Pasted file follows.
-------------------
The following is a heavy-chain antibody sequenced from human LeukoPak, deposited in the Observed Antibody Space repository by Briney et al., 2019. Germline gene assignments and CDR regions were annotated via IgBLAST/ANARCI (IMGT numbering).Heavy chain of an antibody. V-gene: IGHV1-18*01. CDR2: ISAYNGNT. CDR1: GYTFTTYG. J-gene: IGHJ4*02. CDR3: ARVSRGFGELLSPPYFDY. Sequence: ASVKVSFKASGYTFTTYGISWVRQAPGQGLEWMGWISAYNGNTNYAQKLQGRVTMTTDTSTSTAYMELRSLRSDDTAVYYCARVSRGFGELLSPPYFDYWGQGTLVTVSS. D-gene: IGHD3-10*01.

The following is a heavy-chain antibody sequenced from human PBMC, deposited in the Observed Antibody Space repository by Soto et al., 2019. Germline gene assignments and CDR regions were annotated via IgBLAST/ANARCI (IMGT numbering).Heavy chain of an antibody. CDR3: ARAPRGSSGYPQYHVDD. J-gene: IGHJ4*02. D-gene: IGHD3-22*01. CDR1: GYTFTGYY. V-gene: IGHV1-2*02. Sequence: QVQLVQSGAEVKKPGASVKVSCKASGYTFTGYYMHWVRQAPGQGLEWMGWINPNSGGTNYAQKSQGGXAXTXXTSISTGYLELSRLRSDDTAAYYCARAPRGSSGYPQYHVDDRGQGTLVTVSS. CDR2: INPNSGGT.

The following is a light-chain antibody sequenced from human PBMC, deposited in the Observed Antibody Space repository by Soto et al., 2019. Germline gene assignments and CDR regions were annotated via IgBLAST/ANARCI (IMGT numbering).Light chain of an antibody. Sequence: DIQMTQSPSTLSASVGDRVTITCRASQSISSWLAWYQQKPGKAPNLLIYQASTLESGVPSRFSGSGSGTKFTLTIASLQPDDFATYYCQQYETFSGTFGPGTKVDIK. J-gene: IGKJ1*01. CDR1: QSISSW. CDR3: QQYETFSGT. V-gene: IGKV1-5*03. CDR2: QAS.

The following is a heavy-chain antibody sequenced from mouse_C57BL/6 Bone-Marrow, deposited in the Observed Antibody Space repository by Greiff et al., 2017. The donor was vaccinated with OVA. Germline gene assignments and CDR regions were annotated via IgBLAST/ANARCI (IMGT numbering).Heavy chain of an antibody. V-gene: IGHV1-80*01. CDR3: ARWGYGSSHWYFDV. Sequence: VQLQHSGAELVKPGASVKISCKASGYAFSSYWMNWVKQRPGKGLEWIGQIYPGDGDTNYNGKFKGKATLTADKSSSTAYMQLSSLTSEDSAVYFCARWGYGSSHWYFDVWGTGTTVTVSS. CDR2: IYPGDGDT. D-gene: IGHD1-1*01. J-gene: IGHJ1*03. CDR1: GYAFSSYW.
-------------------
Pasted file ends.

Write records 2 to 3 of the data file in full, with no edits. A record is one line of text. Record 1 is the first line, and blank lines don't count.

The following is a heavy-chain antibody sequenced from human PBMC, deposited in the Observed Antibody Space repository by Soto et al., 2019. Germline gene assignments and CDR regions were annotated via IgBLAST/ANARCI (IMGT numbering).Heavy chain of an antibody. CDR3: ARAPRGSSGYPQYHVDD. J-gene: IGHJ4*02. D-gene: IGHD3-22*01. CDR1: GYTFTGYY. V-gene: IGHV1-2*02. Sequence: QVQLVQSGAEVKKPGASVKVSCKASGYTFTGYYMHWVRQAPGQGLEWMGWINPNSGGTNYAQKSQGGXAXTXXTSISTGYLELSRLRSDDTAAYYCARAPRGSSGYPQYHVDDRGQGTLVTVSS. CDR2: INPNSGGT.

The following is a light-chain antibody sequenced from human PBMC, deposited in the Observed Antibody Space repository by Soto et al., 2019. Germline gene assignments and CDR regions were annotated via IgBLAST/ANARCI (IMGT numbering).Light chain of an antibody. Sequence: DIQMTQSPSTLSASVGDRVTITCRASQSISSWLAWYQQKPGKAPNLLIYQASTLESGVPSRFSGSGSGTKFTLTIASLQPDDFATYYCQQYETFSGTFGPGTKVDIK. J-gene: IGKJ1*01. CDR1: QSISSW. CDR3: QQYETFSGT. V-gene: IGKV1-5*03. CDR2: QAS.